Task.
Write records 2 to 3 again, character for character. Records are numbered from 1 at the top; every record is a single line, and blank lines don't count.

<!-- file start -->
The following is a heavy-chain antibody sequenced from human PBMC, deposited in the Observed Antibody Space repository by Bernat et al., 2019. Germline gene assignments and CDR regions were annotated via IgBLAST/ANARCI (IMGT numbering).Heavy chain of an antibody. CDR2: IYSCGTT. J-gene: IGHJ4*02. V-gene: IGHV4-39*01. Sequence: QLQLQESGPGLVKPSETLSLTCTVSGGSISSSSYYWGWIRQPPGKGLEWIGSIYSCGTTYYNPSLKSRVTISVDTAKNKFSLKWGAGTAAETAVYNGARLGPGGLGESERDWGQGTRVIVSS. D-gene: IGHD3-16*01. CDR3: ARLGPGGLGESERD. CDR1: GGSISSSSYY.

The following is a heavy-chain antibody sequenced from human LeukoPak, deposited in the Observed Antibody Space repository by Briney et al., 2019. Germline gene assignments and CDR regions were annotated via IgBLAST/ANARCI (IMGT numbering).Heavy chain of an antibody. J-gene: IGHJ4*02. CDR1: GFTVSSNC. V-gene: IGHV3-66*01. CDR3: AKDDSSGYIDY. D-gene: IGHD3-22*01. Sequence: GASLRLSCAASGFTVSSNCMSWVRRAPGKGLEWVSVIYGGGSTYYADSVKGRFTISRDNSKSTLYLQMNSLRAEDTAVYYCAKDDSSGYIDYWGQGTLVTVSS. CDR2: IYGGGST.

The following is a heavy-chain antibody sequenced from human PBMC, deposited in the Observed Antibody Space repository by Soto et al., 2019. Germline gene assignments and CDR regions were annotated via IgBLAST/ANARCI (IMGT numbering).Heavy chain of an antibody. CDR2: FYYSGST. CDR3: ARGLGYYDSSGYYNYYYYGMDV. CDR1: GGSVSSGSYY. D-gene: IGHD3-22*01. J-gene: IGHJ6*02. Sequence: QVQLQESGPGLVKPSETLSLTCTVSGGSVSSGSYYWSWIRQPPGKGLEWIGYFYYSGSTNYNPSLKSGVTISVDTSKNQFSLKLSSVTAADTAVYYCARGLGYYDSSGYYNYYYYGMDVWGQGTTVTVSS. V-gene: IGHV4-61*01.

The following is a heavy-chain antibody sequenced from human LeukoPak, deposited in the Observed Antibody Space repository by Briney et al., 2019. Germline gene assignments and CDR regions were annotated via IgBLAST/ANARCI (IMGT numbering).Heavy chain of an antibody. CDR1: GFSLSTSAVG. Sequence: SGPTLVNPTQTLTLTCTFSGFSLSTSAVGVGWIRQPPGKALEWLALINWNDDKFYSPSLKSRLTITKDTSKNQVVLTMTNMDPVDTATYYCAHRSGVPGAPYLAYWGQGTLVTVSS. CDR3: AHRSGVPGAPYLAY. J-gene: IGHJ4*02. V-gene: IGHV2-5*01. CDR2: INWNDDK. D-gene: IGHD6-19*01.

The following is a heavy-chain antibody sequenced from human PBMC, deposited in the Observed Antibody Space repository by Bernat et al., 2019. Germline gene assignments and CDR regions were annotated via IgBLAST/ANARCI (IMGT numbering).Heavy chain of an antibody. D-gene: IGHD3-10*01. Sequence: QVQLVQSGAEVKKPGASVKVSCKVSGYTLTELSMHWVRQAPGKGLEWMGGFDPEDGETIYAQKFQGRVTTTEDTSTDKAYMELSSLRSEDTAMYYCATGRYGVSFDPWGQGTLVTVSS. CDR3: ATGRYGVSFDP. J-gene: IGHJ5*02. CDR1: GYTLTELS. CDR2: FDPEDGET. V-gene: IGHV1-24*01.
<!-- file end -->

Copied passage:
The following is a heavy-chain antibody sequenced from human LeukoPak, deposited in the Observed Antibody Space repository by Briney et al., 2019. Germline gene assignments and CDR regions were annotated via IgBLAST/ANARCI (IMGT numbering).Heavy chain of an antibody. J-gene: IGHJ4*02. CDR1: GFTVSSNC. V-gene: IGHV3-66*01. CDR3: AKDDSSGYIDY. D-gene: IGHD3-22*01. Sequence: GASLRLSCAASGFTVSSNCMSWVRRAPGKGLEWVSVIYGGGSTYYADSVKGRFTISRDNSKSTLYLQMNSLRAEDTAVYYCAKDDSSGYIDYWGQGTLVTVSS. CDR2: IYGGGST.

The following is a heavy-chain antibody sequenced from human PBMC, deposited in the Observed Antibody Space repository by Soto et al., 2019. Germline gene assignments and CDR regions were annotated via IgBLAST/ANARCI (IMGT numbering).Heavy chain of an antibody. CDR2: FYYSGST. CDR3: ARGLGYYDSSGYYNYYYYGMDV. CDR1: GGSVSSGSYY. D-gene: IGHD3-22*01. J-gene: IGHJ6*02. Sequence: QVQLQESGPGLVKPSETLSLTCTVSGGSVSSGSYYWSWIRQPPGKGLEWIGYFYYSGSTNYNPSLKSGVTISVDTSKNQFSLKLSSVTAADTAVYYCARGLGYYDSSGYYNYYYYGMDVWGQGTTVTVSS. V-gene: IGHV4-61*01.